Samsung has been granted a license to test autonomous vehicles in California, according to the state's Department of Motor Vehicles.
The global electronics company will join the state's Autonomous Vehicle Tester Program, though it has no plans yet to become a full-fledged automaker, Quartz reported. The company recently absorbed Harman, which makes electronics and audio equipment for connected vehicles.
The license applies to the company's computer-chip division for three vehicle types and seven drivers. Samsung is joined by almost 40 other companies, including Tesla, Ford, GM and Apple that have been awarded licenses to test self-driving car technology in California.
The development of connected and autonomous vehicle technology is gaining speed, but regulations are struggling to keep up. A bill passed in the House today — the largest attempt at regulating the technology yet — aims to provide a national framework that is sensitive to automakers' research and development needs.
The current system of state-based standards includes conflicting requirements and can make implementing new technology challenging for the national companies that are throwing their resources behind its development. Meanwhile, the Trump administration is expected to announce an update next week to Obama-era guidelines for the development of self-driving cars, Reuters reported. That change has the support of the auto industry, which has criticized the current regulatory environment for limiting its members' ability to push forward with the technology.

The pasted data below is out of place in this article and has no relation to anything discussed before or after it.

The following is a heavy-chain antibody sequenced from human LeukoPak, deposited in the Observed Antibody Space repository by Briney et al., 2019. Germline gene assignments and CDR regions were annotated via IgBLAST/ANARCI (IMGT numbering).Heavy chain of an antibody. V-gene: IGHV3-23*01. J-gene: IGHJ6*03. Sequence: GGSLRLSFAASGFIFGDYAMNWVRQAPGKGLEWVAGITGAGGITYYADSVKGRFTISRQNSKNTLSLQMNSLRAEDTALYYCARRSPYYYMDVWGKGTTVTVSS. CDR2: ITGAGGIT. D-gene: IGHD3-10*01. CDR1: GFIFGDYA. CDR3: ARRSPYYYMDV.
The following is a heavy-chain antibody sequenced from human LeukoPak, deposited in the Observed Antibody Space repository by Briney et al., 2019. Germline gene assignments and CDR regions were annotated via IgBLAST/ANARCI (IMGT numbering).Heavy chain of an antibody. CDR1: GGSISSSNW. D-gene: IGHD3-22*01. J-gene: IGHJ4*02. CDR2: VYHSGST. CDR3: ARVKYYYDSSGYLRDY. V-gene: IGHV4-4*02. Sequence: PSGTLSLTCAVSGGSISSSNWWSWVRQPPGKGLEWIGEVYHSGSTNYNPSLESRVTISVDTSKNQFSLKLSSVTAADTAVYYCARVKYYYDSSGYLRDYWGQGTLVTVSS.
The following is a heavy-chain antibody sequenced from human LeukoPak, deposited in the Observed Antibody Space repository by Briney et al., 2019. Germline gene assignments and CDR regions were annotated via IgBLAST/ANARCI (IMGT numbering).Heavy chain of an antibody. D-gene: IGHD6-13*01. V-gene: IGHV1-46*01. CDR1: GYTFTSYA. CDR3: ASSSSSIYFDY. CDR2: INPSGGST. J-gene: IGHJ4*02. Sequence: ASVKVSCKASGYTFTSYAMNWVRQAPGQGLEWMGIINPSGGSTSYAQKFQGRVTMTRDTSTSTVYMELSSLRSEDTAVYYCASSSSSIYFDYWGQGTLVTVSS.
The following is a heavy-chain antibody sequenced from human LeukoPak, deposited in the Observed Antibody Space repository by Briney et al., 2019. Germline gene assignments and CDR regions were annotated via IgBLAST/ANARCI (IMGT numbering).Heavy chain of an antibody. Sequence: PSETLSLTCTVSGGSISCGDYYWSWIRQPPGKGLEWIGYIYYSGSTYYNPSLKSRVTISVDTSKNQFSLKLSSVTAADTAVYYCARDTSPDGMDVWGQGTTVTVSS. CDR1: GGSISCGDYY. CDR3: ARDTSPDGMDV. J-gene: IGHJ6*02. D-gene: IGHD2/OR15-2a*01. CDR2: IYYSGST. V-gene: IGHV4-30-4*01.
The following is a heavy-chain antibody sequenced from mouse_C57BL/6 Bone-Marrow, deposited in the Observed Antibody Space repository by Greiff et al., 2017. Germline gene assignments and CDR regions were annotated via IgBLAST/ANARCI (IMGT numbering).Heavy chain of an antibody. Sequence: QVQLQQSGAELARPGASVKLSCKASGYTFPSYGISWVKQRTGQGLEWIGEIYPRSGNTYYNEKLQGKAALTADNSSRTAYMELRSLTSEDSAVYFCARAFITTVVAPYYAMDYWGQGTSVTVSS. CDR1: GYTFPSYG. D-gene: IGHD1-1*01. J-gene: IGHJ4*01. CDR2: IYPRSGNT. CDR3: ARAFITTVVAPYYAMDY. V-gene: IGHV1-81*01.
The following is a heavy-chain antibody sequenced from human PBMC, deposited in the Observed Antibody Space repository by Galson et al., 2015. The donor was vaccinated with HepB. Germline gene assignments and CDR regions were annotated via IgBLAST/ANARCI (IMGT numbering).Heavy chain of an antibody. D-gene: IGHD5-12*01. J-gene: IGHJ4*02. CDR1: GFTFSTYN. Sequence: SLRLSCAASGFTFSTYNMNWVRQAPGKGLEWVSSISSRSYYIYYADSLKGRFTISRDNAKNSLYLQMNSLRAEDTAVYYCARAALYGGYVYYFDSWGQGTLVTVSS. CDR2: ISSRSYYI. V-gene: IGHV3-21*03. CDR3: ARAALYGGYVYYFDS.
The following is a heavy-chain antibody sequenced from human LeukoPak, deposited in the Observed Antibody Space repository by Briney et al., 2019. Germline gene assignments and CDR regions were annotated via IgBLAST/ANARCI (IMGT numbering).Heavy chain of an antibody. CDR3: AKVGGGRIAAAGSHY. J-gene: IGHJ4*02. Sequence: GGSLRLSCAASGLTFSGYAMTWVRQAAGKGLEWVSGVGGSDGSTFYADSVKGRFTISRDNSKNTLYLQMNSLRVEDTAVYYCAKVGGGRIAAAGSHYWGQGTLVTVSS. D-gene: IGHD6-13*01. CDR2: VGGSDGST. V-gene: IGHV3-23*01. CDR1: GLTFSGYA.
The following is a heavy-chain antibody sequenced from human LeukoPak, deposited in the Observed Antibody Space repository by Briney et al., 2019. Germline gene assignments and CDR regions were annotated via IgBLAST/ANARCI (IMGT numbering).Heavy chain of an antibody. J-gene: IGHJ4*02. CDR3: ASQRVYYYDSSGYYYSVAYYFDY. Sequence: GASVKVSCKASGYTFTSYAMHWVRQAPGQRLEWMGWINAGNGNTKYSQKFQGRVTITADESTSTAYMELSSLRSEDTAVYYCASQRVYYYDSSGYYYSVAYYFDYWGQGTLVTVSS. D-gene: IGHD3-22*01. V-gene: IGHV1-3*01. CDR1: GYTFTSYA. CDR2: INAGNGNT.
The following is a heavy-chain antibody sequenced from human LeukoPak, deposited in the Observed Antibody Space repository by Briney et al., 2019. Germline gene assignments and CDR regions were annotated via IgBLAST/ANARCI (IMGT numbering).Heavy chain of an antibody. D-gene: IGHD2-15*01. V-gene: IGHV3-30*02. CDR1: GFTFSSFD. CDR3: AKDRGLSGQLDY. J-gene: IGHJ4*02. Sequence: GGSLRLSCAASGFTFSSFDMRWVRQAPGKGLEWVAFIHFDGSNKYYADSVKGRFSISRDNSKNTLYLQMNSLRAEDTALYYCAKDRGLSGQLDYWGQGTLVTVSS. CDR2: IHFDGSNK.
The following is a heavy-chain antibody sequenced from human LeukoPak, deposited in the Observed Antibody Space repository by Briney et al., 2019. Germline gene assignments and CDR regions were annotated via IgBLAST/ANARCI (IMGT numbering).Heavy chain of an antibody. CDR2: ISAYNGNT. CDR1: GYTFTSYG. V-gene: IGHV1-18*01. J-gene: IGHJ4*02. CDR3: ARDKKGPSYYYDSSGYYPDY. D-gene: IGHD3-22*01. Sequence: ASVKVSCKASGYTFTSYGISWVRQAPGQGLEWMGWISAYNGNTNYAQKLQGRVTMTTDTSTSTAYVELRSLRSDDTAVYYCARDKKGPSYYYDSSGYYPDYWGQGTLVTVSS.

The House bill passed today intends to speed up the deployment of autonomous vehicles and allow cars on the road without a human override. Most importantly, it gives federal rules precedence over many state ones where CAV development is concerned. The measure now faces discussion in the Senate, where a bipartisan group of lawmakers is at work on similar legislation.
Meanwhile states and the private sector are continuing to push for CAV development. In addition to California, states including Florida, Michigan and Georgia are devoting resources to testing CAV. Florida, especially, has been bullish in its attempts to press forward with smart vehicles and highway infrastructure.
Florida, as one example, started construction this summer on a 400-acre test track that will experiment with high-speed toll technology and vehicle-to-vehicle and vehicle-to-infrastructure communication. A separate pilot program in Tampa, FL, is commissioning roughly 1,600 private vehicles, 10 city buses and 10 streetcars to be outfitted with connected vehicle technology in the hopes of helping the region better prepare for more widespread use.